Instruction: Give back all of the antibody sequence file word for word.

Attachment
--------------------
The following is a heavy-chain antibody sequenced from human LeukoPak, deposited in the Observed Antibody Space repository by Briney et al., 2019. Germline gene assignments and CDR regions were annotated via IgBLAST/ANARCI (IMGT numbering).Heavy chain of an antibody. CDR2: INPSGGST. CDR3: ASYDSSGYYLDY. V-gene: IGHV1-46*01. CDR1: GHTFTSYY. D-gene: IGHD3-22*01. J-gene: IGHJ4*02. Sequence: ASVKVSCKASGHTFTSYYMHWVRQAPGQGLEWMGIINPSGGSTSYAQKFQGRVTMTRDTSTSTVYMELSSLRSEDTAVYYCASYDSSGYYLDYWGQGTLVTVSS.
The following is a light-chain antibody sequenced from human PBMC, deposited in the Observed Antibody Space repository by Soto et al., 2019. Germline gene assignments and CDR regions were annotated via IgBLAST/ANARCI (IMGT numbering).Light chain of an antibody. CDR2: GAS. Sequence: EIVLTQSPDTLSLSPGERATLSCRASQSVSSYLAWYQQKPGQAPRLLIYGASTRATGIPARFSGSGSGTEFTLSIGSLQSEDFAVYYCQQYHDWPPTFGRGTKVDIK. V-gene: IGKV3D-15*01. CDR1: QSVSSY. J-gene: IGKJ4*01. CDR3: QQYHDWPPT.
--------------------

The following is a heavy-chain antibody sequenced from human LeukoPak, deposited in the Observed Antibody Space repository by Briney et al., 2019. Germline gene assignments and CDR regions were annotated via IgBLAST/ANARCI (IMGT numbering).Heavy chain of an antibody. CDR2: INPSGGST. CDR3: ASYDSSGYYLDY. V-gene: IGHV1-46*01. CDR1: GHTFTSYY. D-gene: IGHD3-22*01. J-gene: IGHJ4*02. Sequence: ASVKVSCKASGHTFTSYYMHWVRQAPGQGLEWMGIINPSGGSTSYAQKFQGRVTMTRDTSTSTVYMELSSLRSEDTAVYYCASYDSSGYYLDYWGQGTLVTVSS.
The following is a light-chain antibody sequenced from human PBMC, deposited in the Observed Antibody Space repository by Soto et al., 2019. Germline gene assignments and CDR regions were annotated via IgBLAST/ANARCI (IMGT numbering).Light chain of an antibody. CDR2: GAS. Sequence: EIVLTQSPDTLSLSPGERATLSCRASQSVSSYLAWYQQKPGQAPRLLIYGASTRATGIPARFSGSGSGTEFTLSIGSLQSEDFAVYYCQQYHDWPPTFGRGTKVDIK. V-gene: IGKV3D-15*01. CDR1: QSVSSY. J-gene: IGKJ4*01. CDR3: QQYHDWPPT.